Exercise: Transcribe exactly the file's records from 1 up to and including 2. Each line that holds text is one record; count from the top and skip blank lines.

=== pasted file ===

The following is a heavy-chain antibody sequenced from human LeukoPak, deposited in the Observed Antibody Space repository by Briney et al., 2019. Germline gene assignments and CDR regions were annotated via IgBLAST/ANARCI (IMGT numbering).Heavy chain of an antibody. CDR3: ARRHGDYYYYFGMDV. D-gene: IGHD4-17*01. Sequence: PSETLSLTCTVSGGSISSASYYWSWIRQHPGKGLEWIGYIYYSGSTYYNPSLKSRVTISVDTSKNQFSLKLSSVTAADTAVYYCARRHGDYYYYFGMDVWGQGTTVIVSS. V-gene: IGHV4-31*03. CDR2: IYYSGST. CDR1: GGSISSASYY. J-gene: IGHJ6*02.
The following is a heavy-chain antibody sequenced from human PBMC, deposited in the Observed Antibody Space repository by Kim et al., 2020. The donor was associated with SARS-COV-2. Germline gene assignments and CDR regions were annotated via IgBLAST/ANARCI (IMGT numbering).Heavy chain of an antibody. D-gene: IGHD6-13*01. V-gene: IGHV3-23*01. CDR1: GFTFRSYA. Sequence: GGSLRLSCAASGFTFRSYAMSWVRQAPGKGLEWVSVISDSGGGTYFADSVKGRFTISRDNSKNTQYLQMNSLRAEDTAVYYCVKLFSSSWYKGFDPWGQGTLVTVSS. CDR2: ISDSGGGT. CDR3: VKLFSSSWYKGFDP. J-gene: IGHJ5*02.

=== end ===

The following is a heavy-chain antibody sequenced from human LeukoPak, deposited in the Observed Antibody Space repository by Briney et al., 2019. Germline gene assignments and CDR regions were annotated via IgBLAST/ANARCI (IMGT numbering).Heavy chain of an antibody. CDR3: ARRHGDYYYYFGMDV. D-gene: IGHD4-17*01. Sequence: PSETLSLTCTVSGGSISSASYYWSWIRQHPGKGLEWIGYIYYSGSTYYNPSLKSRVTISVDTSKNQFSLKLSSVTAADTAVYYCARRHGDYYYYFGMDVWGQGTTVIVSS. V-gene: IGHV4-31*03. CDR2: IYYSGST. CDR1: GGSISSASYY. J-gene: IGHJ6*02.
The following is a heavy-chain antibody sequenced from human PBMC, deposited in the Observed Antibody Space repository by Kim et al., 2020. The donor was associated with SARS-COV-2. Germline gene assignments and CDR regions were annotated via IgBLAST/ANARCI (IMGT numbering).Heavy chain of an antibody. D-gene: IGHD6-13*01. V-gene: IGHV3-23*01. CDR1: GFTFRSYA. Sequence: GGSLRLSCAASGFTFRSYAMSWVRQAPGKGLEWVSVISDSGGGTYFADSVKGRFTISRDNSKNTQYLQMNSLRAEDTAVYYCVKLFSSSWYKGFDPWGQGTLVTVSS. CDR2: ISDSGGGT. CDR3: VKLFSSSWYKGFDP. J-gene: IGHJ5*02.